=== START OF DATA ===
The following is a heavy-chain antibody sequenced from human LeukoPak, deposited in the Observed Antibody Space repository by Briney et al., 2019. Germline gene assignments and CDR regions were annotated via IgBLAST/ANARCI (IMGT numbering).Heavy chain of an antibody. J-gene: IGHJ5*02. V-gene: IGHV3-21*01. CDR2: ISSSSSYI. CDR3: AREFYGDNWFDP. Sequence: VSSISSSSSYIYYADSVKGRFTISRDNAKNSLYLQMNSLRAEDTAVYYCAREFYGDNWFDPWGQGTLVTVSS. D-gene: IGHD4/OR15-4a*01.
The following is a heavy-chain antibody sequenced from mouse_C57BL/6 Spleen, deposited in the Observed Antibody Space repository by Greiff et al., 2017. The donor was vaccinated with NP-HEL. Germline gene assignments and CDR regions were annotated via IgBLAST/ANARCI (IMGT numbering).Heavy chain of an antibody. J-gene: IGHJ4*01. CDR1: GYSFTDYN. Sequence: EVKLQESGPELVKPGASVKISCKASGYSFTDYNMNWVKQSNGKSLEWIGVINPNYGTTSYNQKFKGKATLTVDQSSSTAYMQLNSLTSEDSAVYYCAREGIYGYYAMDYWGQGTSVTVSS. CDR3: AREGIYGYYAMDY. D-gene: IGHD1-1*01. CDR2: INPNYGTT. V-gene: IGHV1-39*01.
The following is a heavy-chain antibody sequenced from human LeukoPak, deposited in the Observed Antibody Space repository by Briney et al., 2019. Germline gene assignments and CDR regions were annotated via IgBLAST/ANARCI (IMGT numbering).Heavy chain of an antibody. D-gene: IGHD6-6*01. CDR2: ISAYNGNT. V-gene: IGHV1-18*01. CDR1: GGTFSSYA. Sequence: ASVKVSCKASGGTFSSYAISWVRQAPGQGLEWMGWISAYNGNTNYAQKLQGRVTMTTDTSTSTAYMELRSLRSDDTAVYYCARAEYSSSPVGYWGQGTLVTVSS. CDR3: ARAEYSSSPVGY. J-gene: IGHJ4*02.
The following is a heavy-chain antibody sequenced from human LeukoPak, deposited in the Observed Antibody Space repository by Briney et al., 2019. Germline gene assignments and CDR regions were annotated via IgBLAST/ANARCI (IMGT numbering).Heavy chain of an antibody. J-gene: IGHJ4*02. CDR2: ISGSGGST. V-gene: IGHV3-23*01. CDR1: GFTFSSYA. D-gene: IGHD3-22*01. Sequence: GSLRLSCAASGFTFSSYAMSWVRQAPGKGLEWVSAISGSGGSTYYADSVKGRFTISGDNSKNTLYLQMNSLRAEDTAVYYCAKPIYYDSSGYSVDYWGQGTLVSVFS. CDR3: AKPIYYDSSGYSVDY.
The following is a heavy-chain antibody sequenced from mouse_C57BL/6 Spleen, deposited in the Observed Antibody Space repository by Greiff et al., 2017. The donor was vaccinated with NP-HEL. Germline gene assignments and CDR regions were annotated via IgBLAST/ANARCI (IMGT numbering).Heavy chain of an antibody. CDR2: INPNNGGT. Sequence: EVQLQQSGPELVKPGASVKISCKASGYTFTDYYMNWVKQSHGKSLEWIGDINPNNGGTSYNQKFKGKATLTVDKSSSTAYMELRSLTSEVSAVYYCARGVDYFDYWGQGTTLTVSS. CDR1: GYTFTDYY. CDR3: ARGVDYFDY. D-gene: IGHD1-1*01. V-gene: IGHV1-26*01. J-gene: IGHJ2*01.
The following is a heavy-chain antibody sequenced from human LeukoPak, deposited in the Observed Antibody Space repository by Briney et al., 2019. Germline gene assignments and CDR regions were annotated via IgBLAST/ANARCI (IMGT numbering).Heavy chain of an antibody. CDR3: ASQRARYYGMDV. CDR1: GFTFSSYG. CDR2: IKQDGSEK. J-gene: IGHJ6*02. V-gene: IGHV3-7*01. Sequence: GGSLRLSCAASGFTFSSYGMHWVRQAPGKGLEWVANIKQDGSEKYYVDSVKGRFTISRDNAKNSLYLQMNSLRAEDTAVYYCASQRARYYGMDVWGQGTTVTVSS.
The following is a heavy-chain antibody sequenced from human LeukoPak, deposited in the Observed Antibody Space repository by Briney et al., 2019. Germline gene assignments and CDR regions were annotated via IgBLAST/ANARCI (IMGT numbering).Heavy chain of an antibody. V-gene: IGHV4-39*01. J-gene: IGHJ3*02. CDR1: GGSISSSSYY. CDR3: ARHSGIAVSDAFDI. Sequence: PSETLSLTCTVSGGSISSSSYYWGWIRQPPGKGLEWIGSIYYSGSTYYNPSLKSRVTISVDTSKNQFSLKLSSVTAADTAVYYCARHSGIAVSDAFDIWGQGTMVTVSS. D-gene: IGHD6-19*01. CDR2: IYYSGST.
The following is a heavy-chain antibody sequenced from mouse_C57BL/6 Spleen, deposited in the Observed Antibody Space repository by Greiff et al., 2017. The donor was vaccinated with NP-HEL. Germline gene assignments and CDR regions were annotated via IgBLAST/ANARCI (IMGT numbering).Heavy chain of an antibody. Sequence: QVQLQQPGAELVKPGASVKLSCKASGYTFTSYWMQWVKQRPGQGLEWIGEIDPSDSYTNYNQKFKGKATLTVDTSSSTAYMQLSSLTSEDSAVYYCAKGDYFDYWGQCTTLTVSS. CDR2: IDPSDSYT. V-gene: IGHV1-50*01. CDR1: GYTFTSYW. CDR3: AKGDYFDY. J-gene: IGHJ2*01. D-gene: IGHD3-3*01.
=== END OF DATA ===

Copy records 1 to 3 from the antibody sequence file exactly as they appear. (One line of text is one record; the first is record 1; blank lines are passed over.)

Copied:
The following is a heavy-chain antibody sequenced from human LeukoPak, deposited in the Observed Antibody Space repository by Briney et al., 2019. Germline gene assignments and CDR regions were annotated via IgBLAST/ANARCI (IMGT numbering).Heavy chain of an antibody. J-gene: IGHJ5*02. V-gene: IGHV3-21*01. CDR2: ISSSSSYI. CDR3: AREFYGDNWFDP. Sequence: VSSISSSSSYIYYADSVKGRFTISRDNAKNSLYLQMNSLRAEDTAVYYCAREFYGDNWFDPWGQGTLVTVSS. D-gene: IGHD4/OR15-4a*01.
The following is a heavy-chain antibody sequenced from mouse_C57BL/6 Spleen, deposited in the Observed Antibody Space repository by Greiff et al., 2017. The donor was vaccinated with NP-HEL. Germline gene assignments and CDR regions were annotated via IgBLAST/ANARCI (IMGT numbering).Heavy chain of an antibody. J-gene: IGHJ4*01. CDR1: GYSFTDYN. Sequence: EVKLQESGPELVKPGASVKISCKASGYSFTDYNMNWVKQSNGKSLEWIGVINPNYGTTSYNQKFKGKATLTVDQSSSTAYMQLNSLTSEDSAVYYCAREGIYGYYAMDYWGQGTSVTVSS. CDR3: AREGIYGYYAMDY. D-gene: IGHD1-1*01. CDR2: INPNYGTT. V-gene: IGHV1-39*01.
The following is a heavy-chain antibody sequenced from human LeukoPak, deposited in the Observed Antibody Space repository by Briney et al., 2019. Germline gene assignments and CDR regions were annotated via IgBLAST/ANARCI (IMGT numbering).Heavy chain of an antibody. D-gene: IGHD6-6*01. CDR2: ISAYNGNT. V-gene: IGHV1-18*01. CDR1: GGTFSSYA. Sequence: ASVKVSCKASGGTFSSYAISWVRQAPGQGLEWMGWISAYNGNTNYAQKLQGRVTMTTDTSTSTAYMELRSLRSDDTAVYYCARAEYSSSPVGYWGQGTLVTVSS. CDR3: ARAEYSSSPVGY. J-gene: IGHJ4*02.